New Max Fleischer 1930s style game coming to XboxOne and Steam for Microsoft Windows called “Cuphead”. This game definitely looks amazing, the characters and animation are all done traditionally. I am personally looking forward to playing this game, it is a good thing I own an XboxOne. You can’t get a better mixture than this.
CupHead is a run and gun indie game by two Canadian brothers Chad and Jared Moldenhauer at Studio MDHR. The player fights a series of Enemies to repay a debt to the devil himself. Cuphead is expected to be released later this year. Studio MDHR have not set an official release date yet, but said it will be released for sure in 2016.
“We promise it will be worth the wait.” – Studio MDHR
I contacted Chad Moldenhauer at StudioMDHR and asked a few questions, interview below:
Is all the animation done with paper and pencil?
Chad: Yes, everything is created on paper. First in pencil, and then it’s inked on a separate sheet.
The only modern technique we use is digital coloring. We did some in-game testing with digital vs. hand painted cels, and there was no difference to us (especially since we have a bunch of post-processing). Additionally, the backgrounds are created on paper with watercolor – we LOVE traditional media.
How did the production of this game start?
Chad: It boiled down to this: my brother and I wanted to make a console style game and we knew it wasn’t going to be a small feat. So we spent a lot of time in pre-production to come up with a style that we LOVE.
What do you guys think of the huge response so far for Cuphead?
Chad: The response has been incredible. It leaves us speechless for the most part and we don’t really know how to describe it. It may be that it doesn’t feel real to us because we are still working on the game…it’s hard to say. But we love our fans and feedback, it gives us extra fuel and ambition to make Cuphead as perfect as it can be.
Are any of you classically trained traditional animators?
Chad: When we started, I was handling all of the art and animation. I had no animation experience and just jumped in. I was (and still am) SUPER slow, but I have a pretty good grasp on what looks “right” from studying endless hours of cartoons from the era. I’ve been drawing my whole life, and have a special love for figure and gesture drawing – and that knowledge is a must for animation.
My role has morphed into art direction, but I will still animate some F/X, blink cycles or other miscellaneous things when I can. The rest of the animators that have joined the team are all classically trained and are the reason the animation in Cuphead looks as good as it does. We cannot give enough praise to the art team, they are making history and don’t even know it!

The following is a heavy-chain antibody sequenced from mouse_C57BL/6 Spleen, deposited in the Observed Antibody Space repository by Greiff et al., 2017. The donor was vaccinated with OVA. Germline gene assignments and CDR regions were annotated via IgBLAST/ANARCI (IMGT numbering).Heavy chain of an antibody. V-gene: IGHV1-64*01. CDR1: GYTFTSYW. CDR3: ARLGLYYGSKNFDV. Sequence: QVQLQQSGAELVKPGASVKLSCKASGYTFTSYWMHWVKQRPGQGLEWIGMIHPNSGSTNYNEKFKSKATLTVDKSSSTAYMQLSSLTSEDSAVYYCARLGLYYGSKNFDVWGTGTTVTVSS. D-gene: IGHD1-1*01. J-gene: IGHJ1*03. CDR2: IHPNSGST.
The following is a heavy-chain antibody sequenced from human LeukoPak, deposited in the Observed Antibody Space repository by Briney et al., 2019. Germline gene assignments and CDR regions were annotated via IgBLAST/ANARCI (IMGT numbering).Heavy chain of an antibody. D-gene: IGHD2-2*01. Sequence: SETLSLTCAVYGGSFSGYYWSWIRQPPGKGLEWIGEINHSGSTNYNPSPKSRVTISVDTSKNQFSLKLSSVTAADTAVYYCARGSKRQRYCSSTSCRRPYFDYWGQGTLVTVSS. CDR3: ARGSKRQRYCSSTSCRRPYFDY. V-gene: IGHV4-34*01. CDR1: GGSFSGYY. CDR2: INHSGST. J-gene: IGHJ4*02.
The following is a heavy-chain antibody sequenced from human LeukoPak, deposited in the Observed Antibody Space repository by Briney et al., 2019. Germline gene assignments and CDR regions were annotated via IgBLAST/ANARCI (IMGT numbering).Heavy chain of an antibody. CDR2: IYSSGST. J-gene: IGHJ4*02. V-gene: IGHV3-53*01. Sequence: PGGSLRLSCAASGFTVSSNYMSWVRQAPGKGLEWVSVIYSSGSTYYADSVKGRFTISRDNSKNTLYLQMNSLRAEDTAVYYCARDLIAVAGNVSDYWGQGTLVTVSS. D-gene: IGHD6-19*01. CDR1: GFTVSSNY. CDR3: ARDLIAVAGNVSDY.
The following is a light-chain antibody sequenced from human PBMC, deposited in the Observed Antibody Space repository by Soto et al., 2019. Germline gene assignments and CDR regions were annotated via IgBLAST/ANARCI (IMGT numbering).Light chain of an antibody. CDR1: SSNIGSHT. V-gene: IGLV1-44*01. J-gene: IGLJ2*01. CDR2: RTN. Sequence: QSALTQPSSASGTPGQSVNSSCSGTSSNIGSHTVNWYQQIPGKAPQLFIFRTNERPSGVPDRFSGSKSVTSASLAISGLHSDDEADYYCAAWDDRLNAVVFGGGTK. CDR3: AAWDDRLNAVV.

Do you plan on releasing any beta’s of the game on Xbox Live?
Chad: We have no current plans for a beta.
I know you guys don’t want to make any false promises, but do you think the release will be late 2016?
Chad: We have never promised a concrete date because we want as much time as possible to finish and polish Cuphead. There would be nothing worse than releasing a game that isn’t at least a 9/10 in our minds. So, all we can give you is a vague corporate answer: The plan is to release Cuphead in 2016!
Studio MDHR’s Description of Cuphead
Cuphead is a classic run and gun that centers around 1-on-1 fights (2-on-1 in two player mode). With Cuphead, we aim to evolve the genre by adding new features such as: super arts, infinite lives, a playable world map and hidden secrets. In addition to that, we will have refined controls, new game+ mode and balanced weapons to equip (that you don’t lose!). We’d love to defeat the current “Guinness World Record for Most Boss Battles in a Run and Gun Game – 25 total”.
When developing Cuphead we started with the basics – who knows this better than Shigeru Miyamoto. He set the standard for all 2D and 3D platformers and they are still a great formula for gameplay perfection. Knowing this, we’ve spent a lot of time fine tuning small details like hitboxes, screen movement, player control, weapon balancing, and a ton of small details that may go unnoticed by some.
When we were designing Cuphead, we wanted the game to be more reaction-based than just straight memorization. Great games like Contra III/Hard Corps mainly used repeating patterns that appeared in the same order every time – we feel this pattern formula tends to have less surprise on subsequent replays. On the other end of the spectrum, a game like Mega Man has a lot of proximity based patterns to mix things up – but this can let you take advantage of the boss by forcing the AI into the same series of attacks.
Watch the Trailer!
An interview with TIME Magazine on “Cuphead”